In Italy, but not only there, it was the cardinal and Jesuit Carlo Maria Martini who represented this alternative orientation to John Paul II, to Benedict XVI, and to Cardinal Ruini.
In the United States it was Cardinal Joseph L. Bernardin who represented it, before the leadership of the episcopal conference passed to cardinals George and Dolan, very loyal to Wojtyla and Ratzinger.
The followers and admirers of Martini and Bernardin today see in Francis the pope who is giving shape to their expectations of a comeback.
And just as a Cardinal Martini was and continues to be very popular in the public opinion outside of and hostile to the Church, the same is happening for the current pope. [ I thanked God that Martini was not alive and papabile at the last conclave; he was a loose cannon with a loose way of speaking that was typical of the “seamless garment” afficianados. -Abyssum]
The exchange of letters and the subsequent conversation between Francis and the professed atheist Scalfari help to explain this popularity of the pope even “in partibus infidelium.”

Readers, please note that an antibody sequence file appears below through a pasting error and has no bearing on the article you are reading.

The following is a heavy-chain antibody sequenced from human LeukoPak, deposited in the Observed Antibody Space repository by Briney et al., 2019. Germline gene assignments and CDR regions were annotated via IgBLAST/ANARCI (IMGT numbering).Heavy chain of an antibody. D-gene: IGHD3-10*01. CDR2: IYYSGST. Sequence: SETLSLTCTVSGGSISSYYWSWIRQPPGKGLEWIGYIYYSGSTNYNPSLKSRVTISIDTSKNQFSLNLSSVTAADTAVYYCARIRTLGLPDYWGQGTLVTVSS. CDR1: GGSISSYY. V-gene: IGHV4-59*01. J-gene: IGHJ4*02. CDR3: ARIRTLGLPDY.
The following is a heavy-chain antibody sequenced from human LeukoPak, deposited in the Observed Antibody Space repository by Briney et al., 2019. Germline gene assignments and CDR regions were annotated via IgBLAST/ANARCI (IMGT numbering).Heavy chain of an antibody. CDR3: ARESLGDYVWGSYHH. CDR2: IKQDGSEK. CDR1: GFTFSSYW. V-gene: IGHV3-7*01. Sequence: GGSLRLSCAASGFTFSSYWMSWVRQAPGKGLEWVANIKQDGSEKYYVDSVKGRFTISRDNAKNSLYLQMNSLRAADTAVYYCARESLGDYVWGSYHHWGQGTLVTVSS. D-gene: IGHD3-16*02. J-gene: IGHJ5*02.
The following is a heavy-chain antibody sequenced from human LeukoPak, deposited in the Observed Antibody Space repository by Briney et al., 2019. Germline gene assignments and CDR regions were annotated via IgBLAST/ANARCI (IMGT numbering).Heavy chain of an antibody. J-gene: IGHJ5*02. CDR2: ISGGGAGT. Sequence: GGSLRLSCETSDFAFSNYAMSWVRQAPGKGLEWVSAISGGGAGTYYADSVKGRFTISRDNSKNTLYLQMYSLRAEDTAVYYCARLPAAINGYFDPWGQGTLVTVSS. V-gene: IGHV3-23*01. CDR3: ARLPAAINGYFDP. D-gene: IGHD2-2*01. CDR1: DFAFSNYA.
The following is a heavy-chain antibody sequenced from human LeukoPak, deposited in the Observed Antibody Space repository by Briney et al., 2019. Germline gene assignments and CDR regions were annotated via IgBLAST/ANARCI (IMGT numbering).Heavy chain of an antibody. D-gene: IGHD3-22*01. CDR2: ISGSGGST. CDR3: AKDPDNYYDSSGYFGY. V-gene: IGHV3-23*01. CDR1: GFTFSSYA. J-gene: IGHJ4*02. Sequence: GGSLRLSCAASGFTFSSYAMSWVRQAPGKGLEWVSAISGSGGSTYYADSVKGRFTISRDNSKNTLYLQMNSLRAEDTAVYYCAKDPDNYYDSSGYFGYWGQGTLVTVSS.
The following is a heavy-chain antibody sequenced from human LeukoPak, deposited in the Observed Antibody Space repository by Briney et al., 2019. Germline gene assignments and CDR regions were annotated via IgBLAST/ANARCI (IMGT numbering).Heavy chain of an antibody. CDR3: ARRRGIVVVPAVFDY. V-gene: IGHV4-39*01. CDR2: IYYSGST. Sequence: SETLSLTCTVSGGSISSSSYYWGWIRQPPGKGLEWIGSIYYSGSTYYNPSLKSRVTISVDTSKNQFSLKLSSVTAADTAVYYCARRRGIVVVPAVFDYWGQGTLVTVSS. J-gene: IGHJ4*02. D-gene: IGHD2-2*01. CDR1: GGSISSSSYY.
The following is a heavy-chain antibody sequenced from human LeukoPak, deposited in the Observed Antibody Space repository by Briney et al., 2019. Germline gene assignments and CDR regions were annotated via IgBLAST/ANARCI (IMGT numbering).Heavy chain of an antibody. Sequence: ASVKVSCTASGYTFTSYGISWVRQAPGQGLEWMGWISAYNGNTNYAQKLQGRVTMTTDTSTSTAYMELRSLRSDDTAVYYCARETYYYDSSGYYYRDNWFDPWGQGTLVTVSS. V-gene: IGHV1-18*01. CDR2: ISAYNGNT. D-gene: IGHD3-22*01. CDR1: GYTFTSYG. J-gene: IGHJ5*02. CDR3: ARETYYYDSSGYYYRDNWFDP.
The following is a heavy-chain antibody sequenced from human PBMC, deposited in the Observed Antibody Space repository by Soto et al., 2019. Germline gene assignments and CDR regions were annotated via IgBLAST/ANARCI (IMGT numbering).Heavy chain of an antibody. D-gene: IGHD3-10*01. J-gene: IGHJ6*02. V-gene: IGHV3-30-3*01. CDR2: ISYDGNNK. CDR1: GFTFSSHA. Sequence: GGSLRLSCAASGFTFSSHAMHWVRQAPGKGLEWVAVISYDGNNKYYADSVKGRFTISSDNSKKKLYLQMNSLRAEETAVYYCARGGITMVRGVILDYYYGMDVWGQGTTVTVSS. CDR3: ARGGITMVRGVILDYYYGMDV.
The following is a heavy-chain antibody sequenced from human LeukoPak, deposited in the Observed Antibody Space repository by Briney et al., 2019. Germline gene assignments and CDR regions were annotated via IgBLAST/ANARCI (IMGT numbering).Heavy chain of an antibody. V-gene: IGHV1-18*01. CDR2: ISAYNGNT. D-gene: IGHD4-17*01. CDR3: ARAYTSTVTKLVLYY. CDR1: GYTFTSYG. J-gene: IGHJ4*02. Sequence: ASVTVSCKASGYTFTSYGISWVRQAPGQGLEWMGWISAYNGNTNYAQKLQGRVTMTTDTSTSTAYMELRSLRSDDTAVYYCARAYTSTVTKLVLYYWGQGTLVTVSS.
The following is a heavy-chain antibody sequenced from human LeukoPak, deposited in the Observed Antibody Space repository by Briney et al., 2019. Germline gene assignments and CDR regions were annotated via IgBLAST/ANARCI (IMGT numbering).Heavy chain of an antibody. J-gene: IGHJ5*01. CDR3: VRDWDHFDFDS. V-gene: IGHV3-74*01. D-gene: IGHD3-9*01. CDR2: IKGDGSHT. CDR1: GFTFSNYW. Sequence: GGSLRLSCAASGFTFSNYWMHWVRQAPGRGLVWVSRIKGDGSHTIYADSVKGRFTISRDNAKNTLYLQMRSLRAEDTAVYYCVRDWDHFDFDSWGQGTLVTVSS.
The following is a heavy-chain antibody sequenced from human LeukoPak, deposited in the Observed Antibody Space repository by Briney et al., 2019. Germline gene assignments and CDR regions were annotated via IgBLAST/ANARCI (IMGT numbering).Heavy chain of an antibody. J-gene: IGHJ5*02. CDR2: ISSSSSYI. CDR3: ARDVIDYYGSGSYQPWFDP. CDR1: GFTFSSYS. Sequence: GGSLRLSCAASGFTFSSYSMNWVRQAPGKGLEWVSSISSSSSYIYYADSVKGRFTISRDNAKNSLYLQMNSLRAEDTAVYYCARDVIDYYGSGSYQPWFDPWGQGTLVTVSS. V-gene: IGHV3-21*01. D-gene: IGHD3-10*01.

One passage of the article of August 7 in which Scalfari posed questions to him was already indicative of the positive idea that the founder of “la Repubblica” had formed of the current pope:
“His mission contains two scandalous innovations: the poor Church of Francis, the horizontal Church of Martini. And a third: a God who does not judge, but forgives. There is no damnation, there is no hell.”
Having received and published the letter of reply from Bergoglio, in commenting on it Scalfari added this other satisfied consideration: